Cuyahoga HHS Levy protects special needs preschoolers

Cuyahoga HHS Levy protects special needs preschoolers

CLEVELAND -- Four-year-old Ex-zavier Williams is a busy, bouncy, curious and happy young man.

He attends the Catholic Charities Early Learning Center in Arbor Park.

But he likely would not be there were it not for the Starting Point program, paid for entirely by dollars from the Cuyahoga County Health and Human Services Levy (HHS).

Just before he started preschool, he was diagnosed with epilepsy.

At first, it was overwhelming for his mom to deal with. She was anxious about sending him off to be with other children, especially if the preschool staff did not know how to handle a potential seizure.

"I would not have felt comfortable without teachers knowing," she said, admitting she might have kept him home.

Michelle Rodgers is a nurse with Starting Point. She is one of two nurses who put together treatment plans for families, caregivers and teachers to deal with medical problems.

"We see kids with autism...We see kids with seizure disorders. We see kids with diabetes...If a child has a problem, we have to know how to help the child, and it's scary," said Rodgers.

She trained the staff at Ex-zavier's preschool.

And shortly after Ex-zavier started, they were put to the test.

Ex-zavier's seizures happen when he sleeps. He takes medicine to try and prevent them.

The staff was trained to call 911, wait five minutes after detecting Ex-zavier's seizures and give him a specially administered prescription to halt the seizures.

Staffer Carmina Stroia sprang into action.

"I didn't know what to do...but I kept hearing (Rodgers') voice telling me what I should do next and the questions kept coming back in my head," said Stroia.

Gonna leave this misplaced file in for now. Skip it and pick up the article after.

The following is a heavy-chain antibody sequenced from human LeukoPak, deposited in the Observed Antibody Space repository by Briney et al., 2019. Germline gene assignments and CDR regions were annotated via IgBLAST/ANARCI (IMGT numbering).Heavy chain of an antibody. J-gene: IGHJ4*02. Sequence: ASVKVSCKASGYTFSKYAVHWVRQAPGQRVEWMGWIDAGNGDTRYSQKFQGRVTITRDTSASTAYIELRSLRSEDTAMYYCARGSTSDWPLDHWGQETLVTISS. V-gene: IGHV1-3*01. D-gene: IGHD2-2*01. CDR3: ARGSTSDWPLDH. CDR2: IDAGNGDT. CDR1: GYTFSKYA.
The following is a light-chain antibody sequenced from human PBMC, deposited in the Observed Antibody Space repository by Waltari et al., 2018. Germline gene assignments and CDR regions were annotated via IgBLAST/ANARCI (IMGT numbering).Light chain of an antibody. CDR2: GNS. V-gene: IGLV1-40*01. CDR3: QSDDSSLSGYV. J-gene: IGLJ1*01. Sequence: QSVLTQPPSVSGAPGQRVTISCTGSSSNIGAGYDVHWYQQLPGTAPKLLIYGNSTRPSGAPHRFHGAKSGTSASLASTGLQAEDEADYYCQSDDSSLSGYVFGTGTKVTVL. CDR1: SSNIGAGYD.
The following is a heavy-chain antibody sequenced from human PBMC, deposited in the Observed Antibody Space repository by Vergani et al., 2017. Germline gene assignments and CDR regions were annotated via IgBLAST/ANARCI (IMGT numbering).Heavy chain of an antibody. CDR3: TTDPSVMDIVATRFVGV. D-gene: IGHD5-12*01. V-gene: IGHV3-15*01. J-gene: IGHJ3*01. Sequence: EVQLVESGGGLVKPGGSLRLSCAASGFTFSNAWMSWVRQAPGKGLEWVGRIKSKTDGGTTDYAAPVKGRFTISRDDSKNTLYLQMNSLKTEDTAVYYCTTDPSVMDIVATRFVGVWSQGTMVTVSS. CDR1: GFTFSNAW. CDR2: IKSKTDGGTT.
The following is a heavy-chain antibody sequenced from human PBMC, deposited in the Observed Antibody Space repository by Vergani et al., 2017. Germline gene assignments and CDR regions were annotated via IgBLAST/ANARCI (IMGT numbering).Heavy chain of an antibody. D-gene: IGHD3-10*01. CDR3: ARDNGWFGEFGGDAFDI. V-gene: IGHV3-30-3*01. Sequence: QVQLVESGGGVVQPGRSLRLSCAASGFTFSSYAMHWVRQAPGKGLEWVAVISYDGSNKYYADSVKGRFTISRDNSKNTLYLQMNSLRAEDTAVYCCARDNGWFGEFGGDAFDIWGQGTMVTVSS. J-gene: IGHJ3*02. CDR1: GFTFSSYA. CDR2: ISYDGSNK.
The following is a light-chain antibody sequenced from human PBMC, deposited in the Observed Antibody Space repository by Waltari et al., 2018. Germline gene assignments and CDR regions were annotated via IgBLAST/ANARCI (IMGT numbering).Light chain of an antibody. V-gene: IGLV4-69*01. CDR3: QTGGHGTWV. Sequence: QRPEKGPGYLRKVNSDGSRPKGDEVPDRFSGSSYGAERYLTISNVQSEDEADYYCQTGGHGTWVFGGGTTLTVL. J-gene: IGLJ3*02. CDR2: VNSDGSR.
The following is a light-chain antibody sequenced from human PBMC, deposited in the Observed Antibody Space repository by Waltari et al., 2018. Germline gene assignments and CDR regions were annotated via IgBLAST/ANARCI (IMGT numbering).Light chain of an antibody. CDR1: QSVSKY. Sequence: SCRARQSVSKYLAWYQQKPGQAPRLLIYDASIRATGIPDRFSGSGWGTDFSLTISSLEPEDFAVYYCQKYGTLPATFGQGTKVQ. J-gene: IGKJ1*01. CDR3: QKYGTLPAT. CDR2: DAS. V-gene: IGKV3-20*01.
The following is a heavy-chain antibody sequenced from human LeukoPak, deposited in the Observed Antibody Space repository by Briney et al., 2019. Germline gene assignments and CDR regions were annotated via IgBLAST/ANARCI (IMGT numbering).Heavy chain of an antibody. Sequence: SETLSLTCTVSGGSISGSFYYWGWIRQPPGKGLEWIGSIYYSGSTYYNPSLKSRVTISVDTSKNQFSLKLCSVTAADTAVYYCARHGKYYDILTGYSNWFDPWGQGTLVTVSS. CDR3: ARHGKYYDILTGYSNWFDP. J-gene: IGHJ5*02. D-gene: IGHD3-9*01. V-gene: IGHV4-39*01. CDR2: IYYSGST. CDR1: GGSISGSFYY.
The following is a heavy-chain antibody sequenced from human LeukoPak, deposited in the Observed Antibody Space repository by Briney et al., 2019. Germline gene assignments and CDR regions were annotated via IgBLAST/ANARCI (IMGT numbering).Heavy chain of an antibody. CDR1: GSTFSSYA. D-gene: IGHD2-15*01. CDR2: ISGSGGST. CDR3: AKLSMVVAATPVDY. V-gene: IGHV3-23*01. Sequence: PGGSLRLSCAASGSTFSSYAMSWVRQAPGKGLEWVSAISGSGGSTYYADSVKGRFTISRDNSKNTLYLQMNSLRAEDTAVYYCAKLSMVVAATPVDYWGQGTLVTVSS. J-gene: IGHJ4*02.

And she was thrilled when paramedics told her she got it right.

The Starting Point programs depend entirely on HHS dollars.

"The special needs program is 100 percent funded through the Health and Human Services Levy. It is critical that it happen. If it doesn't, this program will go away," said Constance Walker, the program manager.

The levy also supports MetroHealth Medical Center, substance abuse programs and senior and mental health.

It's not an increase. It's an eight-year renewal that would produce $130 million a year, costing homeowners $147 dollars for every $100,000 of value.

Polls show the levy passing. Cuyahoga County voters have been historically supportive of health and human service issues.

But the new forces at work in this election are a cause of concern for levy backers.

"This is the same ballot the presidential primary candidates are on, and we've seen it's a different electorate, and I don't know if they'll support the levy. It's scary," said Cuyahoga County Executive Armond Budish.

Shariece came up with her own idea to promote the levy. She's giving personal messages on levy literature to friends and relatives. For her, it's personal.

"For the weight to be lifted off you and to know you are safe and the teachers are safe and know what to do and the child is safe in their hands...It's a blessing," she said.

One that will continue only if voters renew the levy.

Those interested in seeing if the Starting Point program can help their child can call 216-575-0061.


JOIN THE CONVERSATION

To find out more about Facebook commenting please read the
Conversation Guidelines and FAQs

Leave a Comment